Move and Shoot or Shoot and Move, which is the correct terminology? Which came first the Egg or the Chicken? It doesn’t matter, as long as I do something and know “What’s My Next Move”. Since the question has come up, let’s break it down.

First in order to shoot there is a movement: stance, grip, and draw, non-shooting hand meets gun and trigger squeeze. And then there’s the Move: move left or right, forward or backward, up or down, so I won’t be a static target, which makes me a hard target.

Each move you make should be a set up for your next move.

Some think you have to be a Ninja or like NEO, in Matrix, in order to dodge an attack. Even Neo was hit in the leg after the 50th bullet. But what may have kept him from being hit 49 times; he moved something and didn’t stand there doing nothing. Moving a half step left or right will make the difference between being shot in the head and staying in the fight. Have you ever played dodge ball? The concept is move and don’t get hit, stand still and you will get hit.

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Foot work is an important component in defensive shooting. It has to be practiced over and over to make it a natural move. If you have the weapon drawing technique down then drawing on the move should be easy. Every step you make, every turn of the body gives you a new perspective of your surroundings, whether you’re inside or outside. If an attack happens you should be able to use your surroundings to your advantage.

You should be looking for an egress route or something that can be put between you and the bad guy such as a garbage can, a box, distance even. The key to all of this is getting away from the threat as quick as possible. We don’t want to get into a crack house shoot out, but find a way out or make a way out of the situation we’re in.
Is shooting in a defensive manner somewhat different than shooting at static cardboard targets? All the basic fundamentals apply except the stance, hence “move and shoot”. When shooting in the defensive mode more than likely you are being attacked and the attacker is moving in such a manner that while you’re getting your stance together the bad guy/gal is beating you, raping you and in some cases killing your family, including the dog.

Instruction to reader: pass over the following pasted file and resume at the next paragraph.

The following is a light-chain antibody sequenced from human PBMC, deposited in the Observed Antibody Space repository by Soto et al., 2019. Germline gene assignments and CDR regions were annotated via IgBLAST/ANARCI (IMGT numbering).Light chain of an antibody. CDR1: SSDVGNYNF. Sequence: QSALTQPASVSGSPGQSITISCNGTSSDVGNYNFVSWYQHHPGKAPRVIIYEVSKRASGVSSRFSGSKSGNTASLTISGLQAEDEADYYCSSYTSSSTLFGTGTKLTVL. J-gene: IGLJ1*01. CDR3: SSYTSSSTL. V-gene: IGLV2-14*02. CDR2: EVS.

A center mass shot can be made standing on one leg, lying down, leaning up against a wall, walking forward or backward, one handed or even lying on your back. So to answer the question, both are correct and should be implemented in your training sessions.

Train yourself to win at all costs. Only “YOU” can make the difference between surviving and giving up. Don’t put yourself in a position you can’t get out of, and always have a backup plan for the backup plan.

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About The Author

Tactics/Training Advisor

Sam has been in federal law enforcement for 6 years. During his brief time with his agency he was tasked to play an intricate role in the successful organization of a Tactical Response Team. He has trained with some of the top law enforcement agencies and shooting/tactics instructors in the US. His prior experience came from approx. 9 years of local law enforcement working in one of the top five most dangerous areas in America. Of those years, 7 were spent on the city SWAT Team, 2 years in Street Crimes and he spent hundreds of additional hours working DUI. Sam has over 200 tactical missions under his belt, and over 400 drug and warrant arrests. During his career in law enforcement he successfully completed and received several certifications to include: • Arkansas Law Enforcement Training Academy • Federal Law Enforcement Training Academy (FLETC) • NRA Law Enforcement handgun/shotgun Instructor • Basic Firearm Instructor • Basic Tactics Instructor • Law Enforcement Instructor Training Program • General Instructor • Rappel Master/Instructor • SWAT Level 1 Certification • Basic/Advanced SWAT Certification (Illinois State Police) • Active Shooter Response • Individual Protective Measures Training Program • Protective Service Operations Training Program • Dignitary and Witness Protection for Law Enforcement (LEGION) • High Risk Environmental Protection Program (LEGION) • First Aid/CPR/TCCC • Hand to hand assault/counter assault • Advanced defensive driving Sam was deployed to an active war zone for several months, where he was a team leader for motorcade movements while overseas in hostile territory. His responsibilities were scheduled pick-up/drop-offs, route recon, advanced firearms training and emergency Quick Response Force training for his team. Jay subscribes to the Spotter Up way of life. “I will either find a way or I will make one”.

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